On September 26, a data center in a former NATO military bunker in the town of Traben-Trarbach, Germany, was raided by police, according to a report by the Associated Press. Set up by a man whom authorities describe as a 59-year-old Dutchman, the “CyberBunker” offered “bulletproof” hosting services—promising to keep hosted sites secure from law enforcement actions and operational regardless of legal demands.
According to authorities, the bunker housed the servers for a multitude of “Dark Web” sites selling drugs, hosting child pornography, and conducting other illegal activities. Among the sites hosted was “Wall Street Market,” which authorities claim was one of the world’s largest criminal marketplaces—selling drugs, stolen financial data, and hacking tools—until it was taken down earlier this year. The Traben-Trarbach data center was also involved in a 2016 distributed denial of service (DDoS) attack against Deutsche Telekom.
Seven people were arrested, and six other suspects, including two Dutch nationals, are still being sought by police. The raid was part of a coordinated law enforcement action at five locations by authorities in Germany, the Netherlands, Poland, and Luxembourg.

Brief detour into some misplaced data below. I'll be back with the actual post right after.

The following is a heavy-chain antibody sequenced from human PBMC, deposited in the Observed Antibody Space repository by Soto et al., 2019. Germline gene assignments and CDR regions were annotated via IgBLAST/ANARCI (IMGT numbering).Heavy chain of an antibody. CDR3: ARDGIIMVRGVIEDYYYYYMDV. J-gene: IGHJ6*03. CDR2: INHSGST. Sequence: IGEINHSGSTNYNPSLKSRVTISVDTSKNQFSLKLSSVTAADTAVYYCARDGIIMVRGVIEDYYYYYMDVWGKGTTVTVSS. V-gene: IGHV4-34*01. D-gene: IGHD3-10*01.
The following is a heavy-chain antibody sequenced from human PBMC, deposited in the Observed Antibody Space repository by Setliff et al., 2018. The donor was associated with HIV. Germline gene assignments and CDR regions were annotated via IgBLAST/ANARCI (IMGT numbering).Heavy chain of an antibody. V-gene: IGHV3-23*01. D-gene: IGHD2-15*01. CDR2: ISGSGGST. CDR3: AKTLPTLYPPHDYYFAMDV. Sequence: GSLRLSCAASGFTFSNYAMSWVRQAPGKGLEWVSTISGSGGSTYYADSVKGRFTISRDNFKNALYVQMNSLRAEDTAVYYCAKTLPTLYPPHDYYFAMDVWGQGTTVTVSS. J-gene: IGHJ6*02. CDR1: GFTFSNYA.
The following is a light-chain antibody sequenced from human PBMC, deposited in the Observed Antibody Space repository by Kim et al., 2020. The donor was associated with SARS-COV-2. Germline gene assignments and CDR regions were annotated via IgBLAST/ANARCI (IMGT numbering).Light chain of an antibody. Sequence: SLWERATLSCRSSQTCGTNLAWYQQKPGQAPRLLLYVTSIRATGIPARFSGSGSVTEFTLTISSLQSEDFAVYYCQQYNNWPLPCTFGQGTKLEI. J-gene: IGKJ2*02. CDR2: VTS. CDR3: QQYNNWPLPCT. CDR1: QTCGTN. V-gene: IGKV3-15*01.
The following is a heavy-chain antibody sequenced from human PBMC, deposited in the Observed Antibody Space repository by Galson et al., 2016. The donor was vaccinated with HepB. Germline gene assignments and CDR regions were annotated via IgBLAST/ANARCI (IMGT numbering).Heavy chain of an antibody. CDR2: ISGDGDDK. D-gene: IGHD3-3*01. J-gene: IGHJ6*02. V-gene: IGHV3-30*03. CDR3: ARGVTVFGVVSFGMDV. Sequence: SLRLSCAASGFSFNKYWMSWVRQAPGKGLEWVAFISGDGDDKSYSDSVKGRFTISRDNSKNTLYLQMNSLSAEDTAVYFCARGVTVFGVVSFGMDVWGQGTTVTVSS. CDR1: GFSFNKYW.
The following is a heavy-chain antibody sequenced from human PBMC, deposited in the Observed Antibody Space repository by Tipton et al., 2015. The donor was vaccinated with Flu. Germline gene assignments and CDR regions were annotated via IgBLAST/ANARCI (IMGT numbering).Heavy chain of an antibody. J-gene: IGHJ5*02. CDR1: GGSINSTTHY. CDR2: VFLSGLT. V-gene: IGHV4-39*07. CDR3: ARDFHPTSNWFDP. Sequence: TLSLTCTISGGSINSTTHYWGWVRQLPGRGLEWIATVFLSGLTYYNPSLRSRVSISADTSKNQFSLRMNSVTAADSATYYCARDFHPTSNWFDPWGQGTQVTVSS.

Located within a 13-acre former military base, the 5,000-square-meter (54,000-square-foot), five-floor Cold War-era bunker had been converted to house both servers. There were also office spaces at the site where people operating the data center lived and worked.
The Traben-Trarbach site is the apparent successor to the original CyberBunker, run by Sven Olaf Kamphuis‘ company CB3ROB. Domains seized by German authorities as part of the action included the domain for CB3ROB and Zytzm.com—a domain registered to the Dutch citizen Herman Johan Xennt. Xennt was the owner of the original bunker in the Netherlands used by CyberBunker.
But after a 2002 fire in that facility—which revealed an MDMA lab sharing the same bunker, according to security reporter Brian Krebs—officials denied a business license to continue to operate the facility to Xennt, and CyberBunker was forced to resell servers hosted elsewhere while continuing to claim to use the bunker. It is not clear if Xennt is tied to the group that operated the Traben-Trarbach bunker.
CyberBunker was used to launch the 2013 DDoS attack on SpamHaus, for which Kamphuis was convicted but served no jail time. At the time of his arrest, Kamphuis was alleged to have been running CyberBunker from a mobile office in a van.